World-renowned experts in cardiopulmonary and critical care medicine will present findings on the latest research related to asthma, lung cancer, critical and end-of-life care, COPD, sleep medicine, sepsis, thoracic surgery, tobacco cessation, and other respiratory conditions during CHEST 2003, the multidisciplinary world congress on diseases of the chest, October 25-30, in Orlando, FL.

NIEHS-funded researchers find low-level ozone increases respiratory risk of asthmatic children
New evidence suggests asthmatic children who require medication are more vulnerable to effects of very low levels of ground-level ozone.

Louise Leakey carries on family legacy in anthropology
Three generations of thriving family leadership is a feat worth noting in any line of business.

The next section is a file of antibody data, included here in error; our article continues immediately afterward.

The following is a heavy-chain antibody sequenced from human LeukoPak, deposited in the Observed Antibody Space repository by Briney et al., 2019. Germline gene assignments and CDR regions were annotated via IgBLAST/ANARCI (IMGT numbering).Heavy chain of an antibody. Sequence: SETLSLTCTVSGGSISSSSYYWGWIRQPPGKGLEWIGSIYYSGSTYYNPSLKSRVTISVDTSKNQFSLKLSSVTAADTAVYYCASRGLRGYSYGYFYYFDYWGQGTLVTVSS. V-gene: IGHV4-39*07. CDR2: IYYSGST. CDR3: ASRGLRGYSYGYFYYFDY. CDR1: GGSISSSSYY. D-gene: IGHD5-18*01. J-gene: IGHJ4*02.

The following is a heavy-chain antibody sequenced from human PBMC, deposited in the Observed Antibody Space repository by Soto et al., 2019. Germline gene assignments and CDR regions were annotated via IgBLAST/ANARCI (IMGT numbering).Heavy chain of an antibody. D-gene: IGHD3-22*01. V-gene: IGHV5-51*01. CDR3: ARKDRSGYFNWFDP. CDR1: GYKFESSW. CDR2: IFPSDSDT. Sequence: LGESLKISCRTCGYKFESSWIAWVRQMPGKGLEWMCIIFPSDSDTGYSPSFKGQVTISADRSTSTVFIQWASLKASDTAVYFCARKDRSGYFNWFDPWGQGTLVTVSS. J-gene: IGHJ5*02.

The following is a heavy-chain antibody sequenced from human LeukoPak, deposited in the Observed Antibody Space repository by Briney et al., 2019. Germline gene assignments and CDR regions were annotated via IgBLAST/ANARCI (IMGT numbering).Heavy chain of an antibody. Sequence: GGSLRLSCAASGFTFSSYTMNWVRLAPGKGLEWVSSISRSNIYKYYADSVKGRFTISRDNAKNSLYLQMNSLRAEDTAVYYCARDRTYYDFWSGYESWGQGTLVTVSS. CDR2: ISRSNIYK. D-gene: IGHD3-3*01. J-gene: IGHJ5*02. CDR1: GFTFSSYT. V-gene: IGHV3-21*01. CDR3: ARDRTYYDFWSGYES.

Experts to discuss emerging technologies in GI diagnosis and treatment
Important new therapeutic and diagnostic advances in gastroenterology herald a new area, but are these new technologies ready for prime time?

Stages of memory described in new study
A new study in the Oct. 9 issue of the journal Nature describes three distinct stages in the life of a memory, and helps explain how memories endure -- or are forgotten -- including the role that sleep plays in safeguarding memories.

Hopkins' Peter Agre receives 2003 Nobel Prize in chemistry
Peter Agre, M.D., 54, professor of biological chemistry at the Johns Hopkins University School of Medicine, today was awarded the 2003 Nobel Prize in Chemistry by the Royal Swedish Academy of Sciences.

Unique UNC study reveals that correcting mispeceptions can curb student drinking